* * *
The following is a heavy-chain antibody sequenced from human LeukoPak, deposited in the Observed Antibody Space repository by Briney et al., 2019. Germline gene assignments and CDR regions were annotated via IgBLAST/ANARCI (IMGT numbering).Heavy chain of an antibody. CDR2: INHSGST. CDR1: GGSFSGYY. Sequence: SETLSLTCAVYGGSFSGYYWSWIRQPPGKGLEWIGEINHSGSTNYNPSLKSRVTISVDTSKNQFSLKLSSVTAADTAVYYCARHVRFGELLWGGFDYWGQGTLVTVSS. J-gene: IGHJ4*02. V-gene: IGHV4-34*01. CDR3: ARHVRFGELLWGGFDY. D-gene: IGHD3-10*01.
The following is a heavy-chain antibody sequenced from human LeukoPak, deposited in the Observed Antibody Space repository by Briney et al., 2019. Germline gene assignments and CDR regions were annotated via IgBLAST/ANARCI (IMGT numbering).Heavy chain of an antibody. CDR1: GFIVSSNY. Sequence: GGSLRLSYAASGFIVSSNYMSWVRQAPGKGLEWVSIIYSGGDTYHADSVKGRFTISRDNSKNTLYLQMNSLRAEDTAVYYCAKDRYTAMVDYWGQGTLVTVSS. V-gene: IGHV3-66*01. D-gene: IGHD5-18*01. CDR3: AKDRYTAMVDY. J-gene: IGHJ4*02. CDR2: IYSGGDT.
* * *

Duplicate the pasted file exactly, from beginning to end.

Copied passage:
The following is a heavy-chain antibody sequenced from human LeukoPak, deposited in the Observed Antibody Space repository by Briney et al., 2019. Germline gene assignments and CDR regions were annotated via IgBLAST/ANARCI (IMGT numbering).Heavy chain of an antibody. CDR2: INHSGST. CDR1: GGSFSGYY. Sequence: SETLSLTCAVYGGSFSGYYWSWIRQPPGKGLEWIGEINHSGSTNYNPSLKSRVTISVDTSKNQFSLKLSSVTAADTAVYYCARHVRFGELLWGGFDYWGQGTLVTVSS. J-gene: IGHJ4*02. V-gene: IGHV4-34*01. CDR3: ARHVRFGELLWGGFDY. D-gene: IGHD3-10*01.
The following is a heavy-chain antibody sequenced from human LeukoPak, deposited in the Observed Antibody Space repository by Briney et al., 2019. Germline gene assignments and CDR regions were annotated via IgBLAST/ANARCI (IMGT numbering).Heavy chain of an antibody. CDR1: GFIVSSNY. Sequence: GGSLRLSYAASGFIVSSNYMSWVRQAPGKGLEWVSIIYSGGDTYHADSVKGRFTISRDNSKNTLYLQMNSLRAEDTAVYYCAKDRYTAMVDYWGQGTLVTVSS. V-gene: IGHV3-66*01. D-gene: IGHD5-18*01. CDR3: AKDRYTAMVDY. J-gene: IGHJ4*02. CDR2: IYSGGDT.